Monday, September 28, 2009


In this parable, a king arranges a marriage feast for his son. The king, of course, is God the Father and the son is Jesus Christ our Lord, while the feast signifies eternal life in God's heavenly Kingdom. Those who are initially invited to this feast are the Jews, God's chosen people. Most of them, however, do not take the invitation seriously. Instead, they make light of it, while some go so far as to persecute and even to kill the prophets. For these ungrateful people, it was "business as usual:" the status quo must be preserved at any cost.

So it was that God called the Gentiles, both the good and the bad. The truth is, being "good" is no guaranteed passport to heaven. The Pharisees were "good," after all, following the Jewish Law to the letter. Merely being "good" is never enough. Salvation is granted unto those who strive with violence to be made worthly (by God's grace) of the Kingdom.

So the magnificant feast commences, but lo and behold, the king enters the banquet hall and finds there a guest who is not wearing a wedding garment. He is therefore unworthy: but why? Because in those day, the guests were not expected to bring their own garments. These were provided at the door to all who entered. Therefore, this guest is unworthy because he rejected that which was so graciously provided, free of charge. That is, he rejected the grace of God, which alone can make us worthy of the Kingdom.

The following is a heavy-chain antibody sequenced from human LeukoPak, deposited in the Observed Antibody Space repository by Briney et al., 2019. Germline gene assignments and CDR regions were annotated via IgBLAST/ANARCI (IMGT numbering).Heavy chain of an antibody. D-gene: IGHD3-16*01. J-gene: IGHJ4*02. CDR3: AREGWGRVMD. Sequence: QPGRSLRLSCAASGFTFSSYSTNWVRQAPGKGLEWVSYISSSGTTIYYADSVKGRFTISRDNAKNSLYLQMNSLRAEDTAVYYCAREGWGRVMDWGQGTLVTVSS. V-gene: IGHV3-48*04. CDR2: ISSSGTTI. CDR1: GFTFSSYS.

This parable was spoken to the Jews, but just as surely it can be applied to so-called Christians of this day and age. Many there are who make light of their salvation, being totally focussed on worldly goals. Others do not even bother striving to acquire the grace of God (which is, according to St. Seraphim of Sarov, the whole purpose of the Christian life) because they feel they are already "good enough."

So it is that "few are chosen:" not because God does not desire our salvation, but because we ourselves reject this gracious gift either through indifference or laziness. It is we ourselves who choose either life or death, but this is not a one time choice. Rather, we make many choices, every day of our lives. Every time to choose to put anything whatsoever before our commitment to God, or we place worldly comforts and pleasures before concern for our salvation, we are choosing death over life.

It is, in fact, the sum total of our choices throughout our earthly life that determines our eternal destiny, and the more often we choose death over life, the more difficult it is to break the pattern. However, that which is impossible to man is possible to God. No matter how far we may have gone astray, it is always possible through a single decisive choice combined with sincere, heartfelt repentance to be restored to the path of salvation.

The most vital thing to remember, however, is that today (this very moment) is the day of salvation. Tomorrow it may be too late, and the doors to the wedding feast may be closed forever.

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